As an associate editor at Emily Bestler Books, I have a wonderful list of authors, all of whom I adore. They’re moms, and former military, and screenwriters, and Australians, and stay-at-home dads. They live in cities and in the country; they are male and female; they’re tall and short and in-between.
But only one of those authors is my personal hero.
I’ve been a fan of ballerina Misty Copeland since I first discovered the world of New York ballet. I was sixteen, and it was the first summer I was interning in New York City. My wonderful godmother, Marty, was kind enough to take me to the ballet nearly every week. I’d danced a little as a child, but now my eyes were opened to the magnificence of this art form. I was enthralled with it all. I studied the choreography. I returned to ballet class. I developed the kind of strong opinions about principal dancers that most people reserve for the Yankees’ starting lineup. I idolized the men and women who brought ballet to life for me. But there’s no denying that ballet is a largely white world. When I sat in the audience at Lincoln Center, there were few faces that looked like mine, whether onstage or off. There were no brown girls.
Until I discovered Misty.
Until recently, Misty Copeland was a long-serving soloist at American Ballet Theatre and the highest-ranking African-American woman to dance on the stage of the Metropolitan Opera House. The first time I saw her dance, my heart soared. Here was a woman who looked like me, like my sisters, like my friends. She was artistic, graceful, strong. It’s hard for me to articulate all of the things she meant to me, but suffice it to say that in that moment I felt like I belonged: like I deserved ballet, and like it deserved me.
Flash forward seven years from that summer. I was an editorial assistant at Touchstone Books, in my first year in my first job, when I emailed Misty to ask her if she might be interested in writing a book about her life. I honestly never imagined she’d write back! I remember how nervous I was the first time we met, but she was so gracious and kind—everything I had hoped she’d be—that I was immediately put at ease. Working with her and her cowriter, Charisse Jones, was a dream come true.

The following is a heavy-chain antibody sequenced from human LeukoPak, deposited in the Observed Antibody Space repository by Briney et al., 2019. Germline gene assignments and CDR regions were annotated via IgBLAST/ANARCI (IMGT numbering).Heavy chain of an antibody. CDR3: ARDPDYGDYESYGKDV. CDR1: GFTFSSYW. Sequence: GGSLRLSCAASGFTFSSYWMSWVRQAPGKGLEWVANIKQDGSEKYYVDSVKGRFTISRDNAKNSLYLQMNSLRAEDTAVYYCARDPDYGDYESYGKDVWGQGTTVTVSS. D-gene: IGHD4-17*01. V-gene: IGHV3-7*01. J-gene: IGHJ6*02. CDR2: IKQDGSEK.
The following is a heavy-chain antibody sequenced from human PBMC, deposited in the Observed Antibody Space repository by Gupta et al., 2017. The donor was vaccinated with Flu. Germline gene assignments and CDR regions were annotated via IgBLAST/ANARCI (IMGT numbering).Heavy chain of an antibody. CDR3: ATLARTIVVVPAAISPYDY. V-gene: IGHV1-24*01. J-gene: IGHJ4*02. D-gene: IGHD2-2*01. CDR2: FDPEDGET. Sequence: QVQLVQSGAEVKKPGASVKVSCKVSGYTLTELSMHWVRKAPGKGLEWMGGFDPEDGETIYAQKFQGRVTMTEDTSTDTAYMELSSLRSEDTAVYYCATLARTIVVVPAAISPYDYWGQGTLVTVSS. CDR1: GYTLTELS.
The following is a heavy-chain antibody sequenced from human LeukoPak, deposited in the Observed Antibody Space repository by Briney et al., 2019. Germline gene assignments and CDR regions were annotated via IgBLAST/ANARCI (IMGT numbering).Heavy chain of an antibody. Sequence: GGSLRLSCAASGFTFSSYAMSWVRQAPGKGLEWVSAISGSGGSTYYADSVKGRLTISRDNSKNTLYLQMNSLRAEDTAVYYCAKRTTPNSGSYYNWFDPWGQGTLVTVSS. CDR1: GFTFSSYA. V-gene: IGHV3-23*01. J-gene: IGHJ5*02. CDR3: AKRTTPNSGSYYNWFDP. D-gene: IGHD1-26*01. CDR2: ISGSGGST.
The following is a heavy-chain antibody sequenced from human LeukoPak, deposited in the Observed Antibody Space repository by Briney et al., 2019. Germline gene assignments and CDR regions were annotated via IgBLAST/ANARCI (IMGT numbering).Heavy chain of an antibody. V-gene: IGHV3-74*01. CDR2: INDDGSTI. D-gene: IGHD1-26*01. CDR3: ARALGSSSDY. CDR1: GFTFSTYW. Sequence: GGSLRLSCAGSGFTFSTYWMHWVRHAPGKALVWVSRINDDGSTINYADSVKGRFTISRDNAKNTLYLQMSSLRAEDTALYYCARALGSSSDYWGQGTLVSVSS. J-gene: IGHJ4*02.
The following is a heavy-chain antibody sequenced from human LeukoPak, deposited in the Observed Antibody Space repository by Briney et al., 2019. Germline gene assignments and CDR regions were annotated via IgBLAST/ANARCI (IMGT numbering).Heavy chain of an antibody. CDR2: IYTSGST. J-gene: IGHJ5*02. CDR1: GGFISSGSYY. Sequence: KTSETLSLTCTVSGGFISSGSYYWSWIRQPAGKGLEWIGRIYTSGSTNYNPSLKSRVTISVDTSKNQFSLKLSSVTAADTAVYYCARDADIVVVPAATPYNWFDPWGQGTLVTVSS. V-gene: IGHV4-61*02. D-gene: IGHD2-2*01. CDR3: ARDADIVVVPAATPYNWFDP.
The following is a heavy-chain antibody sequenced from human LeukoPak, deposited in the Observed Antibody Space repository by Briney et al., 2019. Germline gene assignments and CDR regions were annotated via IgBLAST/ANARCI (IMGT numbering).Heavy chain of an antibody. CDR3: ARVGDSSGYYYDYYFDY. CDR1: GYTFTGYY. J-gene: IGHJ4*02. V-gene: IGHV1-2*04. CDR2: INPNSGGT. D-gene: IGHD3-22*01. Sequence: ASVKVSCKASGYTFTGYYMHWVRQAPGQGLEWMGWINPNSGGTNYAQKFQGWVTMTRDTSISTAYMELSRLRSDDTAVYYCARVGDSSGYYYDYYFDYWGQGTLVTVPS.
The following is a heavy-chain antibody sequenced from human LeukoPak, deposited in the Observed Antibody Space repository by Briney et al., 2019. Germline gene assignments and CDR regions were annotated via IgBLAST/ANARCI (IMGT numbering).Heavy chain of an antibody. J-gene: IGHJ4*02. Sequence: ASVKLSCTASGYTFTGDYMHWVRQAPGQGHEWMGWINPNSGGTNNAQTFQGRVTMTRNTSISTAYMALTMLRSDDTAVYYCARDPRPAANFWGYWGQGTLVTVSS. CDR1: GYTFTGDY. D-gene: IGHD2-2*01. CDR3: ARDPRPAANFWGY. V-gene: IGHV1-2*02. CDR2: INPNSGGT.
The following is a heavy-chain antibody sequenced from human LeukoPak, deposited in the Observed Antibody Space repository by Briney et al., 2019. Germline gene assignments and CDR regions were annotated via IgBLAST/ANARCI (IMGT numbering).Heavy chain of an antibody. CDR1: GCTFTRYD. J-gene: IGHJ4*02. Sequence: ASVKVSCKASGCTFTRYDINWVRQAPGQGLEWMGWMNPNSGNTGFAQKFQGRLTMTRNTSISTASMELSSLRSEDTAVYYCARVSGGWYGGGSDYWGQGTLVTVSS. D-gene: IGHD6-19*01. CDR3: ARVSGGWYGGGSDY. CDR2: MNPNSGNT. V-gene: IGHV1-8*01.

It was amazing to hear her talk about her unconventional entrée into the ballet world through the Boys and Girls Club, and the hardships and blessings she encountered. Her path to finding her art was rocky, as she came to ballet at the late age of thirteen from an impoverished background, and then experienced heartbreaking family struggles that nearly caused her to quit dancing.
I’ll never forget a particular visit she made to the office to work on Life In Motion. We were working together in a conference room, and I asked her what she meant by a certain ballet term. She stood up at the table and immediately began demonstrating her port de bras and tendu routine. Oh my God, I thought. I’m getting a private performance by Misty Copeland.
When I think about the things I’m most proud of, helping to bring Misty’s life story to thousands of readers is one of the achievements that tops the list. I know I’m her editor and it sounds cliché, but her example of continually defying expectations, going after what she deserves, remaining devoted to her passions, and dedication to passing along what she’s learned is a daily inspiration.
On June 30, 2015, Misty made history by becoming the very first African-American female principal dancer in the American Ballet Theatre’s seventy-five-year history. It’s amazing to think it took us this long to get here, but I’m so glad to be living in a time when the most famous face of American ballet is a young black woman—a black woman, like me. And I might be biased, but I think there’s no better person to fill those shoes than Misty.
Megan Reid is an associate editor at Emily Bestler Books.
When Misty Copeland first placed her hands on the barre, no one expected that this small, shy, thirteen-year-old who slept on the floor in a shabby motel room would make history as the only African-American soloist dancing with the prestigious American Ballet Theatre. But Misty’s story goes beyond the insular world of ballet. Exploring the universal themes of class, race, body image, and coming of age, Life in Motion is the American story.